|Photo by Joseph Marzullo/WENN|
The rest are obscure, deleted songs from famous shows and lost songs from lost shows; I count only four selections that I have heard on commercial recordings (not including tracks from Harnick's various "and then I wrote" appearances). The format is chronological, beginning with a college song written in 1949 — just after his college mate Charlotte Rae brought him a souvenir from her spring break trip to New York, a copy of the original cast album of Harburg's Finian's Rainbow — and continuing until 2004. The last selection is "You Made My Day," a song he wrote for Marlo Thomas' follow-up to Free to Be You and Me. (This was a culturally groundbreaking concept album from 1972, for which Harnick made two memorable contributions. Neither are on this album, and I'd like to hear them again). Harnick's 2004 contribution was recorded — by Audra McDonald, no less — but not released; the producers thought it was "too sophisticated." Thus, the collection ends with a special treasure from Audra.
Bock and Harnick's seven Broadway musicals are all represented, as are selections from their 1966 television musical The Canterville Ghost; the abandoned 1967 London musical Trafalgar, about Lord Horatio Nelson; and Man on the Moon, a Bil Baird puppet show which played a week at the Biltmore just before She Loves Me opened in 1963. Not included are any of the songs they ghosted for Baker Street and Her First Roman, nor any of their special event or industrial show wares. We do get "Mr. A.," a dazzling ditty they wrote in 1962 for George Abbott's 75th which perfectly catches the facets and crotchets of the great director:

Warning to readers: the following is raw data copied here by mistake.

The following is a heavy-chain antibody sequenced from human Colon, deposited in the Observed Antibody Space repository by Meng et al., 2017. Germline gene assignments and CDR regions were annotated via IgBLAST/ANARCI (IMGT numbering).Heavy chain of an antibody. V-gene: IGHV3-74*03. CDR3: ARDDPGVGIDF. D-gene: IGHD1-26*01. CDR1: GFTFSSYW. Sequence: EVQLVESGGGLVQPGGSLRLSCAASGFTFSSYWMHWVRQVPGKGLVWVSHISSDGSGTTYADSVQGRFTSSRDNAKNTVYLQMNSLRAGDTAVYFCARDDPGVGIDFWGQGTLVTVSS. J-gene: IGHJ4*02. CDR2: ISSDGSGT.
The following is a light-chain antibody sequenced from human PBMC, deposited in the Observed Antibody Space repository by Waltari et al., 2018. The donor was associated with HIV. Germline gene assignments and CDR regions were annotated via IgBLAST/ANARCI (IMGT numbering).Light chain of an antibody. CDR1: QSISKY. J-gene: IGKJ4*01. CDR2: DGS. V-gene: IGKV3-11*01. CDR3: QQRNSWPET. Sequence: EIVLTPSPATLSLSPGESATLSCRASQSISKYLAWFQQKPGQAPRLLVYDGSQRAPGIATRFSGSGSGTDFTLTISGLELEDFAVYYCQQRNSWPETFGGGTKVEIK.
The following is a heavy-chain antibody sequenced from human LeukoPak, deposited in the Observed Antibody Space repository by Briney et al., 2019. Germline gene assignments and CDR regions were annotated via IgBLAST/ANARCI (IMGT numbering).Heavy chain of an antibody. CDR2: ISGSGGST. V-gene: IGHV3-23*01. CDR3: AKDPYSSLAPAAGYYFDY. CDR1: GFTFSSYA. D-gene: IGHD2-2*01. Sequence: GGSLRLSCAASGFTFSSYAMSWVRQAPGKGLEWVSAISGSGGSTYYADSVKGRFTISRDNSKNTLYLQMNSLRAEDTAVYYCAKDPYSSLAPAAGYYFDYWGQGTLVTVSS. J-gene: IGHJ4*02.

When surgery is urgent and there's trouble with the star
And the author's in the nearest bar
Who is busy with his scissors in his private abattoir?
An abattoir, by the way, is not George Abbott's study but a slaughterhouse. Harnick also comments that it's a thrill "when he walks across the stage, when he walks across the links, when he walks across the pool" — which perfectly expresses the mixture of awe and admiration Abbott commanded from his many younger collaborators.
Listeners unfamiliar with Harnick's origins should be delighted by his early satirical work. "Ballad of the Shape of Things" — written as nightclub material for Rae in 1950, and sung by her as an interpolation in the 1956 Littlest Revue — is a droll madrigal that turns murderous; "Merry Little Minuet," too, is an unexpected charmer. ("They're rioting in Africa! They're starving in Spain! There's hurricanes in Florida — and Texas needs rain.")
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